Objectives In order to assist mental health services in developing countries, a key issue is the availability of psychometrically sound, brief, and cost-effective measures that have been tested within the relevant context. The present study was designed to evaluate within a young Bangladeshi population, the psychometric properties of two widely used Western measures of internalizing distress in young people: the short form of the Spence Children's Anxiety Scale and the Short Moods and Feelings Questionnaire. Method The sample included 1,360 children and adolescents aged 9-17 years (M = 12.3 years, SD = 2.12) recruited from six districts of Bangladesh, including both community and emotionally at-risk participants. A total of 179 children were re-tested on the measures within 3-4 weeks. Results Confirmatory factor analyses showed single-factor structures for both scales in the total sample and in both community and at-risk participants separately. Multiple group analyses across gender and age-group within the at-risk and community samples showed that the single-factor structure was suitable regardless of subgroup. Analyses also indicated acceptable internal consistency, test-retest reliability and construct validity for both scales. Conclusion The two measures show promise as brief, reliable, and valid instruments for the assessment of internalizing distress among young people from Bangla-speaking communities. Practitioner points Positive clinical implications These two measures of internalizing distress in young people showed solid psychometric properties within samples collected from various parts of Bangladesh. The measures can therefore be used to assess anxiety and depression in Bangla-speaking youth. These measures should be of value in both clinical settings and at a community level to assess the need for services. Cautions and limitations Resource limitations did not allow comparison against diagnostic criteria and therefore cut-off scores to indicate clinical status among Bangladeshi youth will require further research.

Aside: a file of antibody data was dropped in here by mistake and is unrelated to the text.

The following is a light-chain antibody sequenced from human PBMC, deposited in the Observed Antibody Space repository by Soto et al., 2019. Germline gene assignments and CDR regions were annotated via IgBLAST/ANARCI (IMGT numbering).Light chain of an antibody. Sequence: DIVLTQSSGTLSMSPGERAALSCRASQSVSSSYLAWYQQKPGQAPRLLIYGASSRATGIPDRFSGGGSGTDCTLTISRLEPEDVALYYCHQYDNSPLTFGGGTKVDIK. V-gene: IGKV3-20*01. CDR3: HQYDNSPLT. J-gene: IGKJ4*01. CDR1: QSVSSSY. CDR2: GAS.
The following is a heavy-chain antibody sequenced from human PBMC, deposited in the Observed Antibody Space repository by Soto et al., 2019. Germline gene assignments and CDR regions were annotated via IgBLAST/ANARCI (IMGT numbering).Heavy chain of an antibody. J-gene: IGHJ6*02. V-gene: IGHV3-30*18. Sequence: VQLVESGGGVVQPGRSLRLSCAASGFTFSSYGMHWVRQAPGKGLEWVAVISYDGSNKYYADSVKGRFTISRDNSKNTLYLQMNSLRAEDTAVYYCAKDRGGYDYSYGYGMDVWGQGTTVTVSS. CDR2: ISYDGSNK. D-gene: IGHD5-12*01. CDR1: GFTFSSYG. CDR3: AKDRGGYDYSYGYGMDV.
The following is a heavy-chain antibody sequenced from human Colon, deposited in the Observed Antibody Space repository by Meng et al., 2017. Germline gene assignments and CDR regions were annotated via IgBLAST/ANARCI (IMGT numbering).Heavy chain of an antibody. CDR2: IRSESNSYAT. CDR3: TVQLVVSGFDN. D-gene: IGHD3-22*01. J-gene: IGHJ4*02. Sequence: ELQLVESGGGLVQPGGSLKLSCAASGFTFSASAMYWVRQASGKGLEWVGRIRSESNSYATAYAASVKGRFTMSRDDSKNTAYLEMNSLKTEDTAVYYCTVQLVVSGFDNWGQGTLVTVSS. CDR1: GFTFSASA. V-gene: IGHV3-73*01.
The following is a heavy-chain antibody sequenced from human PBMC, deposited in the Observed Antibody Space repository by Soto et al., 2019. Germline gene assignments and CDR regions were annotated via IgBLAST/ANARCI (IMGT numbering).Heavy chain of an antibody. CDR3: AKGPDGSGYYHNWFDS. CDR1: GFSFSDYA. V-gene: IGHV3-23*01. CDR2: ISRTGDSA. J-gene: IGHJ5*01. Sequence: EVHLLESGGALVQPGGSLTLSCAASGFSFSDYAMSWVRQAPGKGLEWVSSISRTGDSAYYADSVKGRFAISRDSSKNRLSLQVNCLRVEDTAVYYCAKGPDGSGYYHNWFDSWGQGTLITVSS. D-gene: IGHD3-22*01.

- Internalizing problems